Life comes at you pretty fast…

Now seriously, can we take a moment to reflect on the sageness of Ferris Bueller? He was right in 1986. And he’s still right in 2017. (I am a bit relieved that Matthew Broderick, who is now 54, seems to look like he is 35, and not 16 – which he did for most of the last 30 years.) Anyways.

Still on the speaking/appearance path with Back In the Game, thanks to the continued demand. We’re thrilled about that, as it is not about us – it is about elevating the discussion about concussions and youth sports, and also helping parents and coaches be informed. We can clearly see the impact of those conversations and it is humbling. We are happy to be here as a resource. And we are also here to listen too – it is a confusing time for parents and coaches, who want to do the right thing for youth athletes. We want the same. (And if you would like to have us come to your association/school/etc. to speak, let me know.)

I’ve been shocked, and downright floored in recent weeks, first by the Association for Women in Communications – Detroit Chapter, and then by the College of Arts and Sciences at Michigan State. I am thankful to both groups for choosing to honor me for my work, and make a bigger promise: short acceptance speeches 🙂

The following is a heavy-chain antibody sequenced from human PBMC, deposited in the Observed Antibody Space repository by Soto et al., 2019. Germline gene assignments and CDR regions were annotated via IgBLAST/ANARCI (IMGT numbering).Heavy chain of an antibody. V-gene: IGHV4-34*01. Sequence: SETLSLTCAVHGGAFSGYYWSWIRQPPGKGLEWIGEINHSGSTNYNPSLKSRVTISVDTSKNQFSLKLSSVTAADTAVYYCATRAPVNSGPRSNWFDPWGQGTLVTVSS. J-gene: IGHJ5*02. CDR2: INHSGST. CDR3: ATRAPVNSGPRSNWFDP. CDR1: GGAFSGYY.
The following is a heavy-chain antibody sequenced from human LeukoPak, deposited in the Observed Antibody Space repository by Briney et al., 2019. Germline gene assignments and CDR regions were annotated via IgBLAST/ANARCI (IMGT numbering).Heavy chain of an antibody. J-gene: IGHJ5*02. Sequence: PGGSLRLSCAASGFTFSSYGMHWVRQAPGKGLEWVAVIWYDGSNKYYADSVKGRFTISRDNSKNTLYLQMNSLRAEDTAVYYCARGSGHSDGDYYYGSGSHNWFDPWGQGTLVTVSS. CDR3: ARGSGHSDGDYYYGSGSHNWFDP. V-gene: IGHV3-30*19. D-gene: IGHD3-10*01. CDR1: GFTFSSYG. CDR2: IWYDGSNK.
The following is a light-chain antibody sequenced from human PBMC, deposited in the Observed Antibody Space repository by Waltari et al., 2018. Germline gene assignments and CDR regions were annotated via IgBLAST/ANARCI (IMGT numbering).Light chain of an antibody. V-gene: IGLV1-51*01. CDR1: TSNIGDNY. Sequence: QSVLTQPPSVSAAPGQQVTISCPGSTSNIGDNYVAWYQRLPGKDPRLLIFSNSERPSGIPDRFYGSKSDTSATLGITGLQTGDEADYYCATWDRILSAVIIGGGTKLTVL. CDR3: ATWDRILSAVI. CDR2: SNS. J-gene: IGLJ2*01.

Happy 2017!

I realize it’s a sign of me getting older, but time really does fly. Good times, bad times, boring times, all seem to fly faster and faster. Seems like it was just the start of 2016, and there was so much work ahead on various projects.

Now it’s 2017. And I can say the same thing, some for new projects, some for continuation of others.

The year 2016 was particularly a roller coaster ride, both from what was happening in the world, and life. I am choosing to focus on the good, remembering the time spent in Paris, Rome, Miami and with family and friends, the release of Back in the Game and all the amazing opportunities to learn and grow from it, and the chance to continue to have an impact with my writing. Getting to discuss concussions, youth sports, safety, science and medicine has been a joy, and I have truly appreciated every chance to be with the public. There is a thirst for responsible concussion information for youth athletes, and I am so heartened to see the global discussion swinging back to medically-grounded thoughts instead of solely emotion.